TAMPA, Fla. - Doctors around the world continue to learn about the coronavirus, how it spreads, and more importantly, how to better treat those who are fighting it.
One key factor is ensuring patients are getting all the oxygen they need to recover and that doesn't always have to involve the use of a ventilator.
At the start of the COVID-19 pandemic, one of the main concerns was a growing need and potential shortage of ventilators.
"We started this in March. We really didn't know everything about the virus," said Dr. Jason Wilson of Tampa General Hospital. "We started running out of ventilators. Not here in Tampa but in New York City and other places."
Inflamed lungs can cause patients' oxygen levels to plummet. But another type of oxygen delivery is helping some patients (and those treating them) breathe easier, without immediately resorting to a ventilator.
"We can rapidly deliver large amounts of oxygen to the patient, at high volumes in a comfortable way, that allows them to stay awake and participate in oxygenation and it's worked really well," said Dr. Wilson.
Through the use of a heated, high-flow nasal cannula (HHFNC) system, heated, humidified air is blown through the nose, quickly boosting oxygen saturation in patients who are sick but less severe.
"That sort of middle ground of not super sick, but pretty sick, but can't go home and probably needing some intensive care," Wilson described.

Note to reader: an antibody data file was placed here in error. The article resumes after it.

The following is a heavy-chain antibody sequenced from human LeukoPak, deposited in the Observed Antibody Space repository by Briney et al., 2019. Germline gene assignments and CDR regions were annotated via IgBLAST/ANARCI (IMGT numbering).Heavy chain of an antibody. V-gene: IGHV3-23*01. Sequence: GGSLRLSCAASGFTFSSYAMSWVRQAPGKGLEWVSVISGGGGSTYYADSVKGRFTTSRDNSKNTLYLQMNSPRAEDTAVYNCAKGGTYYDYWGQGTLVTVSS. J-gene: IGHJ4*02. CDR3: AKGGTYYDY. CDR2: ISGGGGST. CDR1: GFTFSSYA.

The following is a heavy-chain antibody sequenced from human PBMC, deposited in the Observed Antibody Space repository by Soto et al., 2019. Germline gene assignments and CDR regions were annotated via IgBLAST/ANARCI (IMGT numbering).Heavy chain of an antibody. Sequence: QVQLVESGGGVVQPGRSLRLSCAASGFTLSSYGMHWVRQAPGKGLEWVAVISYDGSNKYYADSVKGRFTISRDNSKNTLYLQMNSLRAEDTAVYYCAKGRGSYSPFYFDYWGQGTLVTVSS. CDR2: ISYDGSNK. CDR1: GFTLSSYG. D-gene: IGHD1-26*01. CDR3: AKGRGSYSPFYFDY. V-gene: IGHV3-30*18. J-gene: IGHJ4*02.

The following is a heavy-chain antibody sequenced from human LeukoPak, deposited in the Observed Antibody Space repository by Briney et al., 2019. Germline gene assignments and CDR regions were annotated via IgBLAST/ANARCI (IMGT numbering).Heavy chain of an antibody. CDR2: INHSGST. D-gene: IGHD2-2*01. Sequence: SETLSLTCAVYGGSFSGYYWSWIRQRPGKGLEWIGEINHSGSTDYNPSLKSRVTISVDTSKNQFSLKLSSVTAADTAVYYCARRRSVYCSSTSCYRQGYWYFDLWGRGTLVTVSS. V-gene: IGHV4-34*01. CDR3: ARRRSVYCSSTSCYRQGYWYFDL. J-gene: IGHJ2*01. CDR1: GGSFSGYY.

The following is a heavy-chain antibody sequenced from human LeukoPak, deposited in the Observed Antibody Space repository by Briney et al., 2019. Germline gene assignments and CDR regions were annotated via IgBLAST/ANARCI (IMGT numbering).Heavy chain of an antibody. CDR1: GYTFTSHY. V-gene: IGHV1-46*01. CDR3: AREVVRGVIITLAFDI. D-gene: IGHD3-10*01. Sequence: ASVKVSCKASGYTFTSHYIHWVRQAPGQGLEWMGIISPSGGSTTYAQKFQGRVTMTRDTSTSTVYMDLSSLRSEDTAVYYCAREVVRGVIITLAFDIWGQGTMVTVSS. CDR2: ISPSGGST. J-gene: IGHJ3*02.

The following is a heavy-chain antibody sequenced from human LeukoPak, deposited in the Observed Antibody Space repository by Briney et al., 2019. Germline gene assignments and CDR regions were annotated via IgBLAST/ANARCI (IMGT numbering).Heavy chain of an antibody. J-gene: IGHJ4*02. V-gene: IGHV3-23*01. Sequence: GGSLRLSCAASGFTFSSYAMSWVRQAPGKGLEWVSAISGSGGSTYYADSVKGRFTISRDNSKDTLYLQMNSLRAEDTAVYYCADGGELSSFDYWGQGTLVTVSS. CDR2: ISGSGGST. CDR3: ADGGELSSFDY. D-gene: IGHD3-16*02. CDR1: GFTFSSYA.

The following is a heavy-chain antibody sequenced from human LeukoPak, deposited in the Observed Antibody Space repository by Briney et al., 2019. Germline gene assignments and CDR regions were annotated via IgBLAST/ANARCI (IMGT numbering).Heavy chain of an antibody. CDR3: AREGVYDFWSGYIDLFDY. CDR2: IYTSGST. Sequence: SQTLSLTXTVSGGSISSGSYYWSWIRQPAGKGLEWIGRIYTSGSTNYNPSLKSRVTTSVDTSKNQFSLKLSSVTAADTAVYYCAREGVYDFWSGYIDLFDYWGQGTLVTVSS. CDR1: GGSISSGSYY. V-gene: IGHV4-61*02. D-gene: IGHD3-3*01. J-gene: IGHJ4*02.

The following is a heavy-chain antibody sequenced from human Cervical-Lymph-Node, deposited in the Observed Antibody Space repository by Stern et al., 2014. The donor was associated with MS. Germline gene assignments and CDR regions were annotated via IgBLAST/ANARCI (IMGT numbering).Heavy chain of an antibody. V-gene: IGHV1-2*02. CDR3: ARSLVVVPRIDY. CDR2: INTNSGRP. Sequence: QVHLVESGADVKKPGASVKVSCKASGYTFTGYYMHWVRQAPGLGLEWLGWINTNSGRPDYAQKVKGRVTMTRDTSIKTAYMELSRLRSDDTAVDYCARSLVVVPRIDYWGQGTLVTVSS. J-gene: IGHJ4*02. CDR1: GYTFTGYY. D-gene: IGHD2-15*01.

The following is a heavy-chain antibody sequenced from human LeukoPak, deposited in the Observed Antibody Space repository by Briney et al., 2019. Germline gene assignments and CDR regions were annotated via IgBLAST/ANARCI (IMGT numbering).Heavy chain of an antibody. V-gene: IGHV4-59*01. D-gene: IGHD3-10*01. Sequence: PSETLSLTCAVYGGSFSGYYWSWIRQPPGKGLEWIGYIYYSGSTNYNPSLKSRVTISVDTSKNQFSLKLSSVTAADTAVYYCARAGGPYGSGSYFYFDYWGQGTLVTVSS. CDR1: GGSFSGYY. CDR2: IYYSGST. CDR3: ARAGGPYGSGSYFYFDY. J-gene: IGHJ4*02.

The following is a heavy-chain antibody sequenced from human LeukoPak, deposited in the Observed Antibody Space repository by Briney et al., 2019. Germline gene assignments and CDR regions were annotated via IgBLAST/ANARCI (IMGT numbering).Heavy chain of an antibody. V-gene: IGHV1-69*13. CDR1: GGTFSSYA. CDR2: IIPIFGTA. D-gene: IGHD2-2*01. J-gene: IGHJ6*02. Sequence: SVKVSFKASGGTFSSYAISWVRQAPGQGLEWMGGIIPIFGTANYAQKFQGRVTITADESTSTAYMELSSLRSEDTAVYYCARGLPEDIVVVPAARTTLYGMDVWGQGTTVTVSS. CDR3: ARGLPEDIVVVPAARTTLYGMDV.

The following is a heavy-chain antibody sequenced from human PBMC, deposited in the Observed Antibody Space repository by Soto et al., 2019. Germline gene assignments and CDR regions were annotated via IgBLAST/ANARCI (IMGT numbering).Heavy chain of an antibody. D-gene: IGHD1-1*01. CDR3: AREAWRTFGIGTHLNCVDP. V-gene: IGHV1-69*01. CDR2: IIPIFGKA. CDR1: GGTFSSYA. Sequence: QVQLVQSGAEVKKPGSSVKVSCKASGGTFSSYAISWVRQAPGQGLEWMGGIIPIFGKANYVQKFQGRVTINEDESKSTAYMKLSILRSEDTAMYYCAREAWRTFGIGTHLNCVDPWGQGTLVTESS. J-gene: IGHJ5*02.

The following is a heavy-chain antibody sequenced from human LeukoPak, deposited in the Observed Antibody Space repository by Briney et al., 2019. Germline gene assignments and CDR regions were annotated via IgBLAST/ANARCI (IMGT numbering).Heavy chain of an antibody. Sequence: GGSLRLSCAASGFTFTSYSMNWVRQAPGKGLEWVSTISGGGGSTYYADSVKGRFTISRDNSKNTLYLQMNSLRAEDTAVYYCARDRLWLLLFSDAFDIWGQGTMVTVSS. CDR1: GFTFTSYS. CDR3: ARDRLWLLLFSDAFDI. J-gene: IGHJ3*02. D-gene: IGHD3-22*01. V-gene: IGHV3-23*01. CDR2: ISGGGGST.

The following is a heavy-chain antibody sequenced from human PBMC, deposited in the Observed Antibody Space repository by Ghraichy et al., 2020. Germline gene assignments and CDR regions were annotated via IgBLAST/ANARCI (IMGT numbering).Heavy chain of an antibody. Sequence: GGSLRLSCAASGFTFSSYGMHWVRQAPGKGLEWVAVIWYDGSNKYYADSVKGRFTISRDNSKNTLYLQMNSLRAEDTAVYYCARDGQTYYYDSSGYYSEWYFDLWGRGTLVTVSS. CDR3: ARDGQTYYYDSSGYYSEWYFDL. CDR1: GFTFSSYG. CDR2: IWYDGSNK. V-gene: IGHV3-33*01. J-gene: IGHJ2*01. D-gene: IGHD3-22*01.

It's less invasive. Patients aren't sedated so they can text family members, talk to nurses or watch TV. Tampa General Hospital says HHFNC systems are helping doctors conserve resources, like staff and ICU beds, while saving ventilators for those most in need.
Dr. Wilson recalled a recent case with quick results.
"Within a matter of five minutes, the patient had gone from about 50% oxygen saturation, sweating, unable to talk because they were breathing so quickly and working so hard to breathe, to an oxygen saturation of 100%," he said.
Systems like this are being relied on around the country.
"The demand, frankly, is off the charts," said Dr. Michael McQueen, VP of Medical Affairs for Vapotherm, Inc.
New Hampshire-based Vapotherm, which manufactures its own high-flow nasal cannula system, has scaled up production 20-fold to get orders out in a day or two. They've also doubled the number of clinical educators helping facilities implement the technology along with online education.
"Certainly, nobody wanted this COVID pandemic and we all wish it would go away sooner rather than later. It doesn't look like it's going to," McQueen said. "It feels good to help. It feels good to be the right tool at the right time."
With each day, doctors learn more about which treatment strategies work for each type of patient, leading to better care, shorter hospital stays and more lives saved.
"The last time I worked a clinical shift, just a couple of days ago, I put four patients on high-flow nasal cannula and probably avoided those intubations and ventilations," Wilson said.